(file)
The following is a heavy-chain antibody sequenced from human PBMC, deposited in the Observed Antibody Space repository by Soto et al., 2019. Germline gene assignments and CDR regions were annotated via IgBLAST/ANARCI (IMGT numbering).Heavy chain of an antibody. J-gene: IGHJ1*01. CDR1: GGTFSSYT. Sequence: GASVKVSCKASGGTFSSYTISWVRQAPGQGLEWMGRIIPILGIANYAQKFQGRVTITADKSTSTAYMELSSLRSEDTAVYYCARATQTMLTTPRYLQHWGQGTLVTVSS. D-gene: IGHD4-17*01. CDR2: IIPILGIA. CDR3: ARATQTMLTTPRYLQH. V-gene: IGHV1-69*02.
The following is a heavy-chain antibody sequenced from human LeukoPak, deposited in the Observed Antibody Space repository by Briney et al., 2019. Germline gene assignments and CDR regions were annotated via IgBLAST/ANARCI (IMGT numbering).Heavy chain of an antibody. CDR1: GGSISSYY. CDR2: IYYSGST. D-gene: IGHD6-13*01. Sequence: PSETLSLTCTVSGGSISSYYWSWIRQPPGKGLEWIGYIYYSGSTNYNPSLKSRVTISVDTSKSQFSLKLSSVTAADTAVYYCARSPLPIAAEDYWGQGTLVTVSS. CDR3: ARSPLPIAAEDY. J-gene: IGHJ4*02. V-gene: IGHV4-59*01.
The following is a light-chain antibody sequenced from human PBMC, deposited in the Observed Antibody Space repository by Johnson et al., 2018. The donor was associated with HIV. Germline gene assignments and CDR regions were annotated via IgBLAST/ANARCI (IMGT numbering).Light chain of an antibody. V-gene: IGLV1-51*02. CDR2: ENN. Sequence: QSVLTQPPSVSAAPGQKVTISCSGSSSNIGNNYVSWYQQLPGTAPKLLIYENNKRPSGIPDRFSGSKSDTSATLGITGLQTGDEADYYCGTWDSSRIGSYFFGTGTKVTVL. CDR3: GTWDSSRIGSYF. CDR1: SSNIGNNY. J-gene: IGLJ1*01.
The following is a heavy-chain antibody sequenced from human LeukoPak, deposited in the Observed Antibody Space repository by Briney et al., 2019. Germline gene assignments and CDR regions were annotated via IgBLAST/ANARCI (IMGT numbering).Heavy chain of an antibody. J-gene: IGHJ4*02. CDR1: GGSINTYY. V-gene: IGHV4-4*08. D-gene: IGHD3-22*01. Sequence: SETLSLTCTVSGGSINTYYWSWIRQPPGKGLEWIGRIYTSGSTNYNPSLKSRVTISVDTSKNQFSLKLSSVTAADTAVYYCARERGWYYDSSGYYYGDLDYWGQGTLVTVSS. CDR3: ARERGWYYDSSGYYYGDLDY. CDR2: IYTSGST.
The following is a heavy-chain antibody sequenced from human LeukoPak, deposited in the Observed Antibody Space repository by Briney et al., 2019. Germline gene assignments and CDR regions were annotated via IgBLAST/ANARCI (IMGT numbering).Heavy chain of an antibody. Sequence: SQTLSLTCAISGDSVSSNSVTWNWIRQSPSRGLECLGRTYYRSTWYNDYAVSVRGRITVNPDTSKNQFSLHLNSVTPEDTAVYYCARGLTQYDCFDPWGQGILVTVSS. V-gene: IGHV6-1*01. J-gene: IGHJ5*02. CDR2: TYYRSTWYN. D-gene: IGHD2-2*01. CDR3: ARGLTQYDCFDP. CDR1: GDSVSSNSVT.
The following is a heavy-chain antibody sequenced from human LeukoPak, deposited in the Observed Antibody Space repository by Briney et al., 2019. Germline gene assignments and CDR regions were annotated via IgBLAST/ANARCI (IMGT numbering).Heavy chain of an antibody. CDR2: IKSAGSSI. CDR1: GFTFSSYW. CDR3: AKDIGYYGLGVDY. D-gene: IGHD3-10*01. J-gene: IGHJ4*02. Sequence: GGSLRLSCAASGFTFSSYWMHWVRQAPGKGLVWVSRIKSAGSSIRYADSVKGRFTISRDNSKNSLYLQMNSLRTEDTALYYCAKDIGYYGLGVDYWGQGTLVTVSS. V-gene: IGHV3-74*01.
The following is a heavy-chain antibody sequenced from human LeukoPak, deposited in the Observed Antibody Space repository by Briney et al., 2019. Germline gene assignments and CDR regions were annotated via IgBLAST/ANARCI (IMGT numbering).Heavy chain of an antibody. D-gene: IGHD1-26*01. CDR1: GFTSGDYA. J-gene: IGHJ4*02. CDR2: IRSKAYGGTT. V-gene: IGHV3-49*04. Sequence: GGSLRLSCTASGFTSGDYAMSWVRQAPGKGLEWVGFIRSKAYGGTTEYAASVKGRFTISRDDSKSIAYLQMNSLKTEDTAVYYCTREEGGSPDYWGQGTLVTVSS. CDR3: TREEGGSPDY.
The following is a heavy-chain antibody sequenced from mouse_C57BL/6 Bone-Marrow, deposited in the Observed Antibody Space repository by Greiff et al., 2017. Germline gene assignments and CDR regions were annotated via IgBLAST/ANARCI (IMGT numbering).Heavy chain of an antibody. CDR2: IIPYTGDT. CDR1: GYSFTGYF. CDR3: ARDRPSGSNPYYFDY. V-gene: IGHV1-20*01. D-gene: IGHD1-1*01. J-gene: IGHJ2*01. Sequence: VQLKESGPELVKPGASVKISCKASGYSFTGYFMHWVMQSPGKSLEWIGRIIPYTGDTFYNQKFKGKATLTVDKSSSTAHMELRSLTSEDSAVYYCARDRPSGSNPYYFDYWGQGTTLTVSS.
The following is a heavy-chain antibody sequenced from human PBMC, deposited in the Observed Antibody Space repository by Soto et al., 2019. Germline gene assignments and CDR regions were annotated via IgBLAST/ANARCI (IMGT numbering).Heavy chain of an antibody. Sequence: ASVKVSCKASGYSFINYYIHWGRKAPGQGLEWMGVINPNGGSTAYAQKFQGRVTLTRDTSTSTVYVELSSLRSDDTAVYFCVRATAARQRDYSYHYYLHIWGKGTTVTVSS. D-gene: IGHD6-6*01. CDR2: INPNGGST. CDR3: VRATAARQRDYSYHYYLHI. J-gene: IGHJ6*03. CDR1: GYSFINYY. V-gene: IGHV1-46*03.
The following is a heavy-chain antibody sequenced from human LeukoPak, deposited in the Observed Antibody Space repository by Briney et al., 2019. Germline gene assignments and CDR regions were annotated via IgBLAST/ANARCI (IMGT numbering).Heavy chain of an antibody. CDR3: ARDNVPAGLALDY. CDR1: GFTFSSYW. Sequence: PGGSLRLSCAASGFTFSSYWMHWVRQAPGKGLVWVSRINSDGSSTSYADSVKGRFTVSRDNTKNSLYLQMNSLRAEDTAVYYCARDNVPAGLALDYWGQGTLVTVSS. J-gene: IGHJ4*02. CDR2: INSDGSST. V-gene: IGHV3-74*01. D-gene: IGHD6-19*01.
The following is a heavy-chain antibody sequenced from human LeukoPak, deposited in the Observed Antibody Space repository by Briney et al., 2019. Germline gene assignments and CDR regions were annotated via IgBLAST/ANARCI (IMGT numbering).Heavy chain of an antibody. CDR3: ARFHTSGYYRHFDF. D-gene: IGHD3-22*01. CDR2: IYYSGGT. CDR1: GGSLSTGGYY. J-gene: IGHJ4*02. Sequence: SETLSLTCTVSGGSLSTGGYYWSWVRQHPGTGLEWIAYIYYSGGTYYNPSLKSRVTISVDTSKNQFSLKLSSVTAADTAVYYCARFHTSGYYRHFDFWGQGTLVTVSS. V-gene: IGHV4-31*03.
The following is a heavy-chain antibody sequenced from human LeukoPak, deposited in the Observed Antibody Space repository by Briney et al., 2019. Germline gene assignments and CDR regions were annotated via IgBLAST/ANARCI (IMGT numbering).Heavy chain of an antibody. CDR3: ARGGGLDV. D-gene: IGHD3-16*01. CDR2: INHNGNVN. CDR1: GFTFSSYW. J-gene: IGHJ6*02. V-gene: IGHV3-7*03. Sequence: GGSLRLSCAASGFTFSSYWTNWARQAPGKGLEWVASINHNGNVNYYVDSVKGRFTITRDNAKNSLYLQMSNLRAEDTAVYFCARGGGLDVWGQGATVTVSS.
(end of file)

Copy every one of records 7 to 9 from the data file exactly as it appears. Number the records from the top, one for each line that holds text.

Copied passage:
The following is a heavy-chain antibody sequenced from human LeukoPak, deposited in the Observed Antibody Space repository by Briney et al., 2019. Germline gene assignments and CDR regions were annotated via IgBLAST/ANARCI (IMGT numbering).Heavy chain of an antibody. D-gene: IGHD1-26*01. CDR1: GFTSGDYA. J-gene: IGHJ4*02. CDR2: IRSKAYGGTT. V-gene: IGHV3-49*04. Sequence: GGSLRLSCTASGFTSGDYAMSWVRQAPGKGLEWVGFIRSKAYGGTTEYAASVKGRFTISRDDSKSIAYLQMNSLKTEDTAVYYCTREEGGSPDYWGQGTLVTVSS. CDR3: TREEGGSPDY.
The following is a heavy-chain antibody sequenced from mouse_C57BL/6 Bone-Marrow, deposited in the Observed Antibody Space repository by Greiff et al., 2017. Germline gene assignments and CDR regions were annotated via IgBLAST/ANARCI (IMGT numbering).Heavy chain of an antibody. CDR2: IIPYTGDT. CDR1: GYSFTGYF. CDR3: ARDRPSGSNPYYFDY. V-gene: IGHV1-20*01. D-gene: IGHD1-1*01. J-gene: IGHJ2*01. Sequence: VQLKESGPELVKPGASVKISCKASGYSFTGYFMHWVMQSPGKSLEWIGRIIPYTGDTFYNQKFKGKATLTVDKSSSTAHMELRSLTSEDSAVYYCARDRPSGSNPYYFDYWGQGTTLTVSS.
The following is a heavy-chain antibody sequenced from human PBMC, deposited in the Observed Antibody Space repository by Soto et al., 2019. Germline gene assignments and CDR regions were annotated via IgBLAST/ANARCI (IMGT numbering).Heavy chain of an antibody. Sequence: ASVKVSCKASGYSFINYYIHWGRKAPGQGLEWMGVINPNGGSTAYAQKFQGRVTLTRDTSTSTVYVELSSLRSDDTAVYFCVRATAARQRDYSYHYYLHIWGKGTTVTVSS. D-gene: IGHD6-6*01. CDR2: INPNGGST. CDR3: VRATAARQRDYSYHYYLHI. J-gene: IGHJ6*03. CDR1: GYSFINYY. V-gene: IGHV1-46*03.